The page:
Last year, Jessica Logan imagined that she was sending a nude cell-phone photo of herself only to her new boyfriend. But he was not as circumspect as she might have hoped passing the salacious picture to his friends, and they to theirs, until it surged through some seven Cincinnati high schools.
It wasn’t long before Jessica was the butt of jokes and the target of epithets like “slut” and “porn queen.“ The ribbing shook her so hard that she hanged herself in her bedroom last July.
And now, parents Albert and Cynthia Logan want new laws passed to somehow stop “sexting” of nude or half nude photos from one teen’s cell-phone to another. Unfortunately, such laws are just a bad idea. They will do nothing to stop the low-born practice while only piling more strangling regulations on the business community as well as giving government and police officials even more intrusive powers into our individual lives.
There is nothing wrong with trying to convince kids that emailing nude photos of themselves is not a good idea, of course, and the Logan’s are undertaking that effort. But the there-ought-to-be-a-law mentality is not effective here, as it isn’t in most cases on such emotional issues.
Absurdly, the Logans are agitating to place more onus on schools for stopping this new age problem of “cyberbullying” and “sexting.“
“Schools need to understand our kids are targeting each other and how technology is being used as a weapon,“ Aftab said. “None of them (the schools) know what to do. Many of them … think it’s not their problem. They want to close their eyes and put fingers in their ears, saying it’s a home issue.“
Sorry, parents, but if your children are sending nude cell-phone photos of themselves to each other, the solution is not to force schools to get involved. The solution is to take away the darn cell-phone!
Sadly, what we have here is not a lack of laws, but a crass culture.
A national study by the National Campaign to Prevent Teen and Unplanned Pregnancy revealed that 1 in 5 teen girls or 22 percent say they have electronically sent or posted nude or semi-nude images online of themselves.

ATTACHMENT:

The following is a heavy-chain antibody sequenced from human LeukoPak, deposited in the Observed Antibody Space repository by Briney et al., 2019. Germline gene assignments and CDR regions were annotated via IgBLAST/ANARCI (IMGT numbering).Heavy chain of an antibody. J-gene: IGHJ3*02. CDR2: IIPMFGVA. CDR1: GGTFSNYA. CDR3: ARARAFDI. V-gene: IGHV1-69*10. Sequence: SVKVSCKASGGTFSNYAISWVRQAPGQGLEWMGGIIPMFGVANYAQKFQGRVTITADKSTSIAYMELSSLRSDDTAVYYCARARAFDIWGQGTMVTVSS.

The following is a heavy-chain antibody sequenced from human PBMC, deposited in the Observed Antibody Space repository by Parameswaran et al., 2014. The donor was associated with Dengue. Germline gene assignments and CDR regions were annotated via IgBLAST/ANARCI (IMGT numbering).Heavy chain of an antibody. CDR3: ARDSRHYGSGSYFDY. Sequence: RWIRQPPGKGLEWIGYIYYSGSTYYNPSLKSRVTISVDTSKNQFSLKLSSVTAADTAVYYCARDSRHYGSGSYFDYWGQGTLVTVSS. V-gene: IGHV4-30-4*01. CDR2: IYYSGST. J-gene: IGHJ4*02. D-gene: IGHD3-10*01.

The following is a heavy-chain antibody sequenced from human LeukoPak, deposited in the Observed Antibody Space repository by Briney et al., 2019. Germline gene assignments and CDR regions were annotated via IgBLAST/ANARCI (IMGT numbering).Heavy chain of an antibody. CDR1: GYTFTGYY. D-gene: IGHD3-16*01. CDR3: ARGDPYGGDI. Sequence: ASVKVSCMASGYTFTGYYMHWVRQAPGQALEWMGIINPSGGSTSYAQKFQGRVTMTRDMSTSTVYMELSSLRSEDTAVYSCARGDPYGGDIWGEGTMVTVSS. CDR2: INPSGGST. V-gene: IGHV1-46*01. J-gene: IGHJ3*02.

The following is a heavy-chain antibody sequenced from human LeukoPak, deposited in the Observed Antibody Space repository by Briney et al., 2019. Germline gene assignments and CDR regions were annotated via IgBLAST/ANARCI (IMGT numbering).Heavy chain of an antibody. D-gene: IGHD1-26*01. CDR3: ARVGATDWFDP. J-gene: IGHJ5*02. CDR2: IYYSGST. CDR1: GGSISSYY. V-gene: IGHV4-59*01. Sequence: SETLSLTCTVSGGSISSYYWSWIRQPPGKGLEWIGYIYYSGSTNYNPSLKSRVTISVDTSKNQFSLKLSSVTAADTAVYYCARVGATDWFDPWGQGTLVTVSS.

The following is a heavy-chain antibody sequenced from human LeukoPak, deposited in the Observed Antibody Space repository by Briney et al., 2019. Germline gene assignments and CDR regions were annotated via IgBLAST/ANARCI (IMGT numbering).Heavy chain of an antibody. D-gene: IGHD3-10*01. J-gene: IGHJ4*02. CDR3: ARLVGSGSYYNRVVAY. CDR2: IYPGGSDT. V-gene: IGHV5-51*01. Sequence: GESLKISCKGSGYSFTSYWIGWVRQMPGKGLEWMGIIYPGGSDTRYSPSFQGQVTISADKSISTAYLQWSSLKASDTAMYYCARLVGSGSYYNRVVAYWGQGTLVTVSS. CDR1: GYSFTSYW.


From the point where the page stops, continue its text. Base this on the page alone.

Salacious attitudes are instilled in kids by raunchy entertainment, coarse advertising and the non-chalant attitude of parents to these influences. It needs to be pointed out that this sad suicide was precipitated in the first place by the girl sending the nude photo to a boyfriend she only had been dating for two months. Sadly, this young girl was not instilled with an attitude of propriety in her behavior. Just as sadly, she is not alone. Too many of our children never seem to be told what behavior is unacceptable in our country today.
There is a reason, though, that this poor child was so hard hit by the taunting she was confronted with. We lack a sense of shame in our culture and when it hits it is like a ton of bricks that many don’t quite understand. Young Jessica suddenly found herself with a bad reputation, deserved or no, because of her own actions.
“I watched her get kicked out of maybe three or four parties over the summer just for having ‘a reputation,‘ “ said Steven Arnett, a friend of hers who graduated last year from Moeller High School.
This is a sad, sad object lesson for other kids imagining there are no consequences for sending salacious photos of themselves all across the Internet. There ARE consequences to your actions. This must be learned by our youth but it is a lesson that is missing from society today.
Unfortunately, just the wrong sort of lesson is being promulgated by teachers, lawmakers and these parents with this incident.
“It is a form of bullying, and that is something we cannot tolerate. The difficulty is stopping it. … That’s why we stress with our kids that the moment you push ‘send,‘ the damage is done.“ (said Sycamore Superintendent Adrienne James)
All the onus put on “the bullying” and none put on the person that sent the nude photo to begin with is simply not a complete lesson. The better lesson is to focus equally on both the sender and the bullies, not just the bullies.
The wrap up is typical of the wrong headed emphasis we too often place on the situations that confront us in our modern society.
Albert and Cynthia Logan have gone public with Jessie’s story, hoping to change vague state laws that don’t hold anyone accountable for sexting. They also want to warn kids about what can happen when nude cell-phone photos are shared.
“We want a bill passed,“ Cynthia Logan said.
“It’s a national epidemic. Nobody is doing anything – no schools, no police officers, no adults, no attorneys, no one.“
It isn’t the laws that are the problem. Its the overindulgence of kid’s “self esteem,“ a complete lack of moral instruction, a coarsening of our society, and a corresponding assumption by too many parents that everyone else should be responsible for their own children’s behavior.
Again, it is horrendous that this beautiful young woman took her own life over this embarrassment. But it is the lack of imagining that actions have consequences, that embarrassment is a result, that reputations can be destroyed with casual actions little thought out, that all too often is a lesson learned too late.
It isn’t only the Logan’s fault. There is little doubt that they loved their daughter. But this incident is indicative of some major errors in our society that needs to be fixed. If it isn’t, these heart-wrenching incidents will grow until the total breakdown of society is complete and no “law” will stop it.
Warner Todd Huston